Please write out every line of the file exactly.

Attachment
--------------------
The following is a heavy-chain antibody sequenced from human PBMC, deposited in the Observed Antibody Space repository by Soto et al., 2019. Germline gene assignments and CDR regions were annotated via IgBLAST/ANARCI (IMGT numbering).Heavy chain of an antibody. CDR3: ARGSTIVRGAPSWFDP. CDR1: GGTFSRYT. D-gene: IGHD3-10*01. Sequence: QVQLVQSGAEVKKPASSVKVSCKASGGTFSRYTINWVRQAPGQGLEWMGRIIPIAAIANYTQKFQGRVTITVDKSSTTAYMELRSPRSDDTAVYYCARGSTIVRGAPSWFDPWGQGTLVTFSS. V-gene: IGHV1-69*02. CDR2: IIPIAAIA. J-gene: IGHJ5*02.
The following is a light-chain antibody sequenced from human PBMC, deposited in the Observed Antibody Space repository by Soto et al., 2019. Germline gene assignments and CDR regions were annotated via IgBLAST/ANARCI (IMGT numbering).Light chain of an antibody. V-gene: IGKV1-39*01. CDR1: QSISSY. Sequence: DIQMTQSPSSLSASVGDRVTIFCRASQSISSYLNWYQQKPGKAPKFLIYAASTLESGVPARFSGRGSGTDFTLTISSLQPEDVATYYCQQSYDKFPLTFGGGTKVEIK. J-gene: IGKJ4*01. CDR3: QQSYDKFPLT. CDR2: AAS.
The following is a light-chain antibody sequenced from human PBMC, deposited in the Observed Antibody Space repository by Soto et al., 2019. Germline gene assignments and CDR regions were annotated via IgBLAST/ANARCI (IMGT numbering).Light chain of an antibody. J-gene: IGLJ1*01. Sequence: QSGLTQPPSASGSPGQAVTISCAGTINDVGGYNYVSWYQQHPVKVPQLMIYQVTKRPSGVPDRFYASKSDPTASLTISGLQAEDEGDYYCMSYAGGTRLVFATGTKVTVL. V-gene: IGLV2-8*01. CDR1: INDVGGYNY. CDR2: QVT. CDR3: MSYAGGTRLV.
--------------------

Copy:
The following is a heavy-chain antibody sequenced from human PBMC, deposited in the Observed Antibody Space repository by Soto et al., 2019. Germline gene assignments and CDR regions were annotated via IgBLAST/ANARCI (IMGT numbering).Heavy chain of an antibody. CDR3: ARGSTIVRGAPSWFDP. CDR1: GGTFSRYT. D-gene: IGHD3-10*01. Sequence: QVQLVQSGAEVKKPASSVKVSCKASGGTFSRYTINWVRQAPGQGLEWMGRIIPIAAIANYTQKFQGRVTITVDKSSTTAYMELRSPRSDDTAVYYCARGSTIVRGAPSWFDPWGQGTLVTFSS. V-gene: IGHV1-69*02. CDR2: IIPIAAIA. J-gene: IGHJ5*02.
The following is a light-chain antibody sequenced from human PBMC, deposited in the Observed Antibody Space repository by Soto et al., 2019. Germline gene assignments and CDR regions were annotated via IgBLAST/ANARCI (IMGT numbering).Light chain of an antibody. V-gene: IGKV1-39*01. CDR1: QSISSY. Sequence: DIQMTQSPSSLSASVGDRVTIFCRASQSISSYLNWYQQKPGKAPKFLIYAASTLESGVPARFSGRGSGTDFTLTISSLQPEDVATYYCQQSYDKFPLTFGGGTKVEIK. J-gene: IGKJ4*01. CDR3: QQSYDKFPLT. CDR2: AAS.
The following is a light-chain antibody sequenced from human PBMC, deposited in the Observed Antibody Space repository by Soto et al., 2019. Germline gene assignments and CDR regions were annotated via IgBLAST/ANARCI (IMGT numbering).Light chain of an antibody. J-gene: IGLJ1*01. Sequence: QSGLTQPPSASGSPGQAVTISCAGTINDVGGYNYVSWYQQHPVKVPQLMIYQVTKRPSGVPDRFYASKSDPTASLTISGLQAEDEGDYYCMSYAGGTRLVFATGTKVTVL. V-gene: IGLV2-8*01. CDR1: INDVGGYNY. CDR2: QVT. CDR3: MSYAGGTRLV.